But this does not go without its problems for PJ and HCR as the not insignificant rather radical vote inside PJ is having a harder and harder time to swallow the pill.  We have had that happen in our past and to this day we are still paying the price.  COPEI started as the democratic right wing option to AD left wing.  Yet it seemed very difficult for COPEI to reach power and its leader, Rafael Caldera was not the most patient of men.  What he did was very simple: taking advantage of an AD internal division, he squeaked into power with the slimmest of margins and made a pact with AD by which AD retained some parcels of power while COPEI completed its transition to an AD like populism.  As a result AD and COPEI became every election harder to differentiate, people got tired of the lack of options and in 1998 Chavez swept away the system.

Thus Primero Justica may be having its own COPEI like moment and there will be consequences to pay.

Maria Corina Machado and the new right?

While PJ is facing into consensus politics blandness MCM did break a taboo of Venezuelan politics last Friday, in addition of her "por ahora" moment.

Since 1958 there has been no avowed enter right party in Venezuela (except in circumstantial moments, flash in the pans like the Cruzada Civica Nacionalista of the 60ies).  Even COPEI called itself "social-christian".  Not only this has not helped the country by never offering a credible alternative, but it also helped Chavez in calling all those to his right the "ultra-right", and make it stick.  After all, no one in Venezuela has any good idea what the democratic right stands for, since even our "traditional" right, the army, is now proclaiming itself socialist.

By reverting the tables when calling the socialism of Chavez robbery, MCM might have hit much harder and higher than she ever thought she could.  Her enthusiastic reception by students and business folks last Sunday at the UNIMET tells us that.  Her "capitalismo popular" suddenly becomes more credible as it is suddenly not associated anymore to the erroneous notion that free enterprise is organized robbery as chavismo would like us to believe.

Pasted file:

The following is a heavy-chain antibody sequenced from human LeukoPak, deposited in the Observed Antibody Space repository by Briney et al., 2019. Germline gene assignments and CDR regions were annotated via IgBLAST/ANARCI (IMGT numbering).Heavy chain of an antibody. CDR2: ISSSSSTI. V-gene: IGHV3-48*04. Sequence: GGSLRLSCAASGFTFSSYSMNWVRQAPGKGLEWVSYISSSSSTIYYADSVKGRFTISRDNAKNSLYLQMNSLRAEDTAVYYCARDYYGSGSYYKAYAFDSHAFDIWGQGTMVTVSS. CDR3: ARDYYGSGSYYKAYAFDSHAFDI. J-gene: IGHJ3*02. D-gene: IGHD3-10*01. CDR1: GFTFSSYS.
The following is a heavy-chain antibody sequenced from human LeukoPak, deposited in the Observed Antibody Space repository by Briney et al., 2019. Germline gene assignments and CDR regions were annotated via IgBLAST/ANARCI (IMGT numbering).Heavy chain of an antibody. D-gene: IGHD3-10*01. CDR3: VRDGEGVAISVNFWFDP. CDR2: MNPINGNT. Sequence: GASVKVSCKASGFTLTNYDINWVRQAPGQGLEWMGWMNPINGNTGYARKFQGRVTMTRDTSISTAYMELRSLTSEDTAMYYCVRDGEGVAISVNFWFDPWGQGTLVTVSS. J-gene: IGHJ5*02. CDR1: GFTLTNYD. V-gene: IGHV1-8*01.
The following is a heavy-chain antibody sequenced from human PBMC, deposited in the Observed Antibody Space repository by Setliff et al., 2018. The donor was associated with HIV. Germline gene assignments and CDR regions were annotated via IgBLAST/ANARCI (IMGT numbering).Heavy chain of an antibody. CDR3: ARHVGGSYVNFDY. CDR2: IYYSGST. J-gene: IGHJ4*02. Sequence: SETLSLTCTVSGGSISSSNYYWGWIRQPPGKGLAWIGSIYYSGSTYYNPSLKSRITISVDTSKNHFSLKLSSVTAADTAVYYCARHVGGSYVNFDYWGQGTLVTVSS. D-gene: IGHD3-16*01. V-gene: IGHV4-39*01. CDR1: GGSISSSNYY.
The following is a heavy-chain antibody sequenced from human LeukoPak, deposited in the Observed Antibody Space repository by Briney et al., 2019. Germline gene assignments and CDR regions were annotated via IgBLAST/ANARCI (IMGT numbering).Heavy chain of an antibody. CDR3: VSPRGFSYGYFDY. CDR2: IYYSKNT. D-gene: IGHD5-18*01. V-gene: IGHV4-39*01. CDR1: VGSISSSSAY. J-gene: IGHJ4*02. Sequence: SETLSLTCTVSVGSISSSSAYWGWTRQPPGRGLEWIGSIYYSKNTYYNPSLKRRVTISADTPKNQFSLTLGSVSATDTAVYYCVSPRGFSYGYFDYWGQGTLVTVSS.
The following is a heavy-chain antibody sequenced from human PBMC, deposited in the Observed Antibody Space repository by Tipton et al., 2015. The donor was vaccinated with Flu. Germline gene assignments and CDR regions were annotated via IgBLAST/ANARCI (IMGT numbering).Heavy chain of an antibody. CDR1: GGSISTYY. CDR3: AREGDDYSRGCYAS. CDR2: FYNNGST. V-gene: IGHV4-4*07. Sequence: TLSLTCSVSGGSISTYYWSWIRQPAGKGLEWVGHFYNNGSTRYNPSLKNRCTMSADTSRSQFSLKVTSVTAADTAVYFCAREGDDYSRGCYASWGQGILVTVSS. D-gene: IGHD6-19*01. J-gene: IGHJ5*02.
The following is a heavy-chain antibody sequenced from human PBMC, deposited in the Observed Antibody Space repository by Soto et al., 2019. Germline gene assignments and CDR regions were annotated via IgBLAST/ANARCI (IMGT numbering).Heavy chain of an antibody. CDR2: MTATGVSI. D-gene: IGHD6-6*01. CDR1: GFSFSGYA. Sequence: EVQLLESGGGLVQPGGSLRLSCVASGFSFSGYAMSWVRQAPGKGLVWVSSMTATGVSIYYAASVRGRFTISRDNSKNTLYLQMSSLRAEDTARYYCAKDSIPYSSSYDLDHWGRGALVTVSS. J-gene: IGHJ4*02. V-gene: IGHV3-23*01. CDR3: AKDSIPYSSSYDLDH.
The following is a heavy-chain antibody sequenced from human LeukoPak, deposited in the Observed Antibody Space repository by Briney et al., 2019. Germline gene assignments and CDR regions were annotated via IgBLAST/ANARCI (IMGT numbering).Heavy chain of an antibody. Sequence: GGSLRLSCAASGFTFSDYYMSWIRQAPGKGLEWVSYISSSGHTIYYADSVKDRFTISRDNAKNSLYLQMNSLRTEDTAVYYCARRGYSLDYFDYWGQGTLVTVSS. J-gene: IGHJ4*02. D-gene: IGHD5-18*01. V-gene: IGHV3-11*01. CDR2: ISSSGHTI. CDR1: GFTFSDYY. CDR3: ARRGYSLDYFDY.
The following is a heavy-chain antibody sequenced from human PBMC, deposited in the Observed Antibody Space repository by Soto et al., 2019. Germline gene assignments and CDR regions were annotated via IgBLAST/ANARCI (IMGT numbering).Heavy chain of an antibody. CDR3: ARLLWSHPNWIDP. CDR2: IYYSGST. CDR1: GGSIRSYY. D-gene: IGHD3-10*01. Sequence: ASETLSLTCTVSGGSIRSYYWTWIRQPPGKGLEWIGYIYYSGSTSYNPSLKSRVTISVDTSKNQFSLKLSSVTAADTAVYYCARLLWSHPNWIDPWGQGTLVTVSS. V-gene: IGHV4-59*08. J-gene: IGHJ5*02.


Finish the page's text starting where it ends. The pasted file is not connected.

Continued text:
Suddenly MCM has a role much bigger for her than winning next February 12: she is going to singlehandedly have the opportunity to create a democratic right movement that in 6 years from now (and probably much less) will become a real political option in Venezuela.  As such, she stands right now to bring the biggest political change in Venezuela since 1958.  Yes, 1958, because Chavez is a continuation of precedent politics, the final outcome of crass populism that always ends up into a transmutation into some form of fascism.

I do not know, and less speculate on how fast this will happen.  It is probably too late for MCM to win next month, but it is quite possible that of today the HCR coalition can only grow from its left, as it will start a slow bleeding from its right.  But this, to me, is not the point anymore.  Be it Diego Arria or HCR, the next president will by force be a transition figure and surprising political novelties are in store for us.

Opportunists in the rebound

A sure mark that chavismo knows that change is on the horizon comes from of the pro Chavez private media which is suddenly rushing to renew their ties with the opposition.  We already had the lousy debate at Venevision early December but today we have a stunt by Panoramra offering a debate among Unidad candidates through an Internet format and regional TV, labelled a debate for the regions.  Seeing Panorama, the oldest and still main Maracaibo paper which has not written a nice line about anyone inside the opposition since I can remember, organizing a Unidad debate is at the very least a shocker.  I am not going to reproach the primary candidate to participate in it, they need all the exposure they can get and such a Panorama move is good in particular if you ant to reach the soft chavista vote, but I note that of this tying the debate is only advertised by Panorama, of course, but also by Venevision....  Nor will I expect much from them since Panorama controls all the questions, even from the Internet, so we may be assured that they will try to avoid any offense to Chavez, reeling badly from last Friday as it is.